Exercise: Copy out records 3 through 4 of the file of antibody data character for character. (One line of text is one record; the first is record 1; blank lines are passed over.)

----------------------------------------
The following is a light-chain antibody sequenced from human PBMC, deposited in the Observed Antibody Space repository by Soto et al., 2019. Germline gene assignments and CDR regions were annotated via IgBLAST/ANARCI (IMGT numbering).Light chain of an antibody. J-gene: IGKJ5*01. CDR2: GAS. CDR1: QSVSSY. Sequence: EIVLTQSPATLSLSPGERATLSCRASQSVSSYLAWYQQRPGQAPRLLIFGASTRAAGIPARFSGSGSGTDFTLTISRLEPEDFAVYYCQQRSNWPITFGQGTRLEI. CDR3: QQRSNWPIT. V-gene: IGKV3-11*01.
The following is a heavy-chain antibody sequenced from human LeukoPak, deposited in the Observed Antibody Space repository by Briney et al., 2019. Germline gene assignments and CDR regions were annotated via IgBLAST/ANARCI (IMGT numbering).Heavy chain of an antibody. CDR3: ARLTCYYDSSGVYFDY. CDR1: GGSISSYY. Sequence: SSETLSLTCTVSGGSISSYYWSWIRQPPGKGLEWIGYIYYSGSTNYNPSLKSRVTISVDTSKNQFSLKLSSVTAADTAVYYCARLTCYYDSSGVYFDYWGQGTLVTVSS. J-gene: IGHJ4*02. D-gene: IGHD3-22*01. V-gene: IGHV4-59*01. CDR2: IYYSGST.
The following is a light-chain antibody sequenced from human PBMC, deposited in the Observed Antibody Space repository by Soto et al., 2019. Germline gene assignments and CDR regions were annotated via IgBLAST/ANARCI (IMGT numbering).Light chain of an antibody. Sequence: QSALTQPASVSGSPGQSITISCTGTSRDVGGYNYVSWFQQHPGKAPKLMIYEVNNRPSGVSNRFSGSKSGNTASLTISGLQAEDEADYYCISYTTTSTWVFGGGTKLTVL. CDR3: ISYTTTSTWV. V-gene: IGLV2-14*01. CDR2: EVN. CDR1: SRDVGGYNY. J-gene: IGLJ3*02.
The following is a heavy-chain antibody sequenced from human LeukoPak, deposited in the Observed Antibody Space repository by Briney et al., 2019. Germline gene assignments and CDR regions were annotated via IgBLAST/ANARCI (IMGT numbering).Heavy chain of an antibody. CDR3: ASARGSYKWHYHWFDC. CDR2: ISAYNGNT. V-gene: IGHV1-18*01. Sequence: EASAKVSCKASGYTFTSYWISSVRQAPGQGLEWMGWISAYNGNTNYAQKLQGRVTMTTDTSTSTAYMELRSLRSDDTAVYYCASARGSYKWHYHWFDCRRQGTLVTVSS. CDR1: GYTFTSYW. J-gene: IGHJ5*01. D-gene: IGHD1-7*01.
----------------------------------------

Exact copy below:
The following is a light-chain antibody sequenced from human PBMC, deposited in the Observed Antibody Space repository by Soto et al., 2019. Germline gene assignments and CDR regions were annotated via IgBLAST/ANARCI (IMGT numbering).Light chain of an antibody. Sequence: QSALTQPASVSGSPGQSITISCTGTSRDVGGYNYVSWFQQHPGKAPKLMIYEVNNRPSGVSNRFSGSKSGNTASLTISGLQAEDEADYYCISYTTTSTWVFGGGTKLTVL. CDR3: ISYTTTSTWV. V-gene: IGLV2-14*01. CDR2: EVN. CDR1: SRDVGGYNY. J-gene: IGLJ3*02.
The following is a heavy-chain antibody sequenced from human LeukoPak, deposited in the Observed Antibody Space repository by Briney et al., 2019. Germline gene assignments and CDR regions were annotated via IgBLAST/ANARCI (IMGT numbering).Heavy chain of an antibody. CDR3: ASARGSYKWHYHWFDC. CDR2: ISAYNGNT. V-gene: IGHV1-18*01. Sequence: EASAKVSCKASGYTFTSYWISSVRQAPGQGLEWMGWISAYNGNTNYAQKLQGRVTMTTDTSTSTAYMELRSLRSDDTAVYYCASARGSYKWHYHWFDCRRQGTLVTVSS. CDR1: GYTFTSYW. J-gene: IGHJ5*01. D-gene: IGHD1-7*01.